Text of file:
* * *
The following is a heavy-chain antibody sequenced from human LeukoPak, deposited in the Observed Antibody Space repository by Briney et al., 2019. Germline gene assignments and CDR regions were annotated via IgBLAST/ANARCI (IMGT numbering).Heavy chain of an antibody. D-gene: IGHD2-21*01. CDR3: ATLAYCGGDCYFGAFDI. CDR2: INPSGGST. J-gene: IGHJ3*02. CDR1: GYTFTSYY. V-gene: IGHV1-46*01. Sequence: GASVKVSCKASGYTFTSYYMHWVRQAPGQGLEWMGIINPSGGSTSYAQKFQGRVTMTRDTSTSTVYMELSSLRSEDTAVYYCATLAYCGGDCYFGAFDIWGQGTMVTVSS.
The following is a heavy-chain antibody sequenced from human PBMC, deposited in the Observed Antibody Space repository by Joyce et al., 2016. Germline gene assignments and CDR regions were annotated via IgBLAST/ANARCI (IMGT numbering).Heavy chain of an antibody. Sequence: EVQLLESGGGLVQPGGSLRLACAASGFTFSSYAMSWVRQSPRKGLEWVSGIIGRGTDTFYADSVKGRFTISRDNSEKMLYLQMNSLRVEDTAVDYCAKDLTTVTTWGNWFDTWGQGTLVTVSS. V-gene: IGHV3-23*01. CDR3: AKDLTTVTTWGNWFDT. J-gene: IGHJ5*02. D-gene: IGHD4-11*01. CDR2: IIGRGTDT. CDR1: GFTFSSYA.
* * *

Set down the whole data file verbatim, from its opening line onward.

The following is a heavy-chain antibody sequenced from human LeukoPak, deposited in the Observed Antibody Space repository by Briney et al., 2019. Germline gene assignments and CDR regions were annotated via IgBLAST/ANARCI (IMGT numbering).Heavy chain of an antibody. D-gene: IGHD2-21*01. CDR3: ATLAYCGGDCYFGAFDI. CDR2: INPSGGST. J-gene: IGHJ3*02. CDR1: GYTFTSYY. V-gene: IGHV1-46*01. Sequence: GASVKVSCKASGYTFTSYYMHWVRQAPGQGLEWMGIINPSGGSTSYAQKFQGRVTMTRDTSTSTVYMELSSLRSEDTAVYYCATLAYCGGDCYFGAFDIWGQGTMVTVSS.
The following is a heavy-chain antibody sequenced from human PBMC, deposited in the Observed Antibody Space repository by Joyce et al., 2016. Germline gene assignments and CDR regions were annotated via IgBLAST/ANARCI (IMGT numbering).Heavy chain of an antibody. Sequence: EVQLLESGGGLVQPGGSLRLACAASGFTFSSYAMSWVRQSPRKGLEWVSGIIGRGTDTFYADSVKGRFTISRDNSEKMLYLQMNSLRVEDTAVDYCAKDLTTVTTWGNWFDTWGQGTLVTVSS. V-gene: IGHV3-23*01. CDR3: AKDLTTVTTWGNWFDT. J-gene: IGHJ5*02. D-gene: IGHD4-11*01. CDR2: IIGRGTDT. CDR1: GFTFSSYA.